I was at my last mixed media class today. I have decided to give them a rest, at least until the autumn. We were looking at doing first a large and then a small drawing based on an array of seed heads. I chose some dried Chinese lanterns, as I liked the warm colours. The large drawing is in pastels predominantly, with some over-working with charcoal and conte crayon.
Then I focused on one lantern and drew it just with a very fine fineliner. I did this in a curious little sketchbook I bought in Tamil Nadu over ten years ago. Made in the Auroville ashram in Pondicherry, a place that did not impress me favourably when I visited it a couple of years later.
The paper has a beautiful, almost basketweave texture. Made by survivors of the 2001 tsunami, allegedly. I must use it more. It is hinged at one corner, which is unusual.
This is another little landscape which has taken up a lot of time. I’m not sure even now if it is finished. The Agglestone rock is a crumbling sandstone outcrop above Studland heath in Dorset. I hiked out to it on a hot morning in August. I took a photo of what is a beautiful scene. There is something irresistible about isolated ancient rocks.
I sketched the view with the intention of painting it, so there are some colour notes scattered about.
The first painting was on the wrong shaped board and I was never that happy with it.
I stated all over again on a long, narrow canvas. This has been repainted at least four times. I’m still not sure about the skyline to the right of the rock. The heather colour is very difficult to achieve but this looks the most convincing so far. I wanted a feeling of a deep landscape, and I think that works. I shall leave it for now, and possibly for good.
I have started posting sketches on the Urban Sketchers Facebook group, and this lead me to look back through old sketch books. This is quite a job, as I have a whole shelf of small sketchbooks stretching back to the 1970s.
Not to mention another shelf length of large sketchbooks going back to the 1990s.
In amongst them all, I found this sketch from 1972, which I think is the earliest sketch of a real building I ever did, or at least saved. It is the second Villa Wagner, in the outskirts of Vienna. A beautiful building which I hope I might see again this summer.
And this little life sketch, which I think was the first life drawing I ever made. We had an opportunity to go to life classes when I was an architecture student. I think this dates from about 1975. All things considered, I think it’s isn’t too bad. Probably the first time I had ever dared look at a naked woman closely.
I’ve decided that I need to improve my basic drawing skills. To that end I am starting to do a lot of small copies of exemplars, starting with Leonardo da Vinci (may as well start high). It is also something I can do in the evening, perched on a sofa. Most painting requires and easel and all the other technology. Drawing just needs paper and pen.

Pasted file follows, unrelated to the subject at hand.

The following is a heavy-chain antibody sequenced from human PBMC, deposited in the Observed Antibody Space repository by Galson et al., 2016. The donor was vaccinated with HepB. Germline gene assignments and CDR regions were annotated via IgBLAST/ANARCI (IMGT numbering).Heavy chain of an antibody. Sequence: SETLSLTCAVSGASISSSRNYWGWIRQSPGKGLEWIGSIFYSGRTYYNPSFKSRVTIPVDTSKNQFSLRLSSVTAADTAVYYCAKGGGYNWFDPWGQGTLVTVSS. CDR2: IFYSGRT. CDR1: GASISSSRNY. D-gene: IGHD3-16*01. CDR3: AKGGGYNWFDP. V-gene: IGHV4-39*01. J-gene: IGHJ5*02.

I love drawing in ink. You are stuck with every line, whereas with pencil you can keep fiddling with it. I love charcoal too, but on a larger scale than this. Not suitable to sofas.
I like this little landscape. It is a view over Stroud towards the river Severn from the side of the road just a way down from where we live. I did a very thin sketch, hanging over the gate as the farmer tossed the hay. Worked up the sketch over a coffee in my current favourite cafe and then added colour at home this morning.
I managed to get down to my boat in Poole harbour at last a couple of weeks ago, coinciding with hot, sunny weather. A very rare coincidence this year. I also managed to do some simple pen sketches from the boat and whilst out walking over the heathland. I have tried turning a few of these into small acrylic paintings, with varying success.
This very simple sketch was quite tricky, as the boat was at anchor and swinging around in the breeze. What I wanted to show in the painting is that the sandy peninsula was caught in bright evening sunlight, whilst the background was quite shadowed. Only partly achieved.
A sketch of a chalk stack called Old Harry’s Wife. (Old Harry himself is far bigger and just out of sight around the corner). Very bouncy anchorage, with the Isle of wight on the horizon. The painting is on a very smooth art board, which I didn’t like all that much. The paint tended to drag off too easily.
The ink sketch was from the same anchorage as Old Harry’s Wife, looking towards Studland village. I coloured the ink sketch in at home, and then produced the acrylic based on that. More an impression rather than an accurate representation.
A quick sketch on Studland beach, which I worked up a couple of weeks later.I find the sea and sand really hard to paint. Once I had the basic layout laid down, I realised I had my viewpoint far too high, so I added the dune in the foreground to make it look balanced. There were far more people on the beach than I show, and I left off all the little tents and windbreaks as I think they are just ugly. It is a most beautiful beach, especially on a hot sunny day.
I bought a pack of A5 sized sheets of Indian khadi handmade paper and wondered how I would actually handle it when outside. I decided that a little drawing board with some bulldog clips might do. A piece of marine plywood made a light but strong back, but the clips got in the way. I replaced them with a couple of loops of elastic.
That worked, but the knots in the elastic got in the way, so I drilled the boards, ran the elastic through the holes and stapled the ends to the ply. That worked well.
I made a cover out of a sheet of a different, irregular Indian paper, which I painted with several coats of acrylic paint and medium on both sides. This makes it into an almost leather like material. It all slips into a bag, and I spent an afternoon sitting in the garden sketching various bits. The beauty is I can put any type of paper I like into it, so far more versatile than a sketchbook.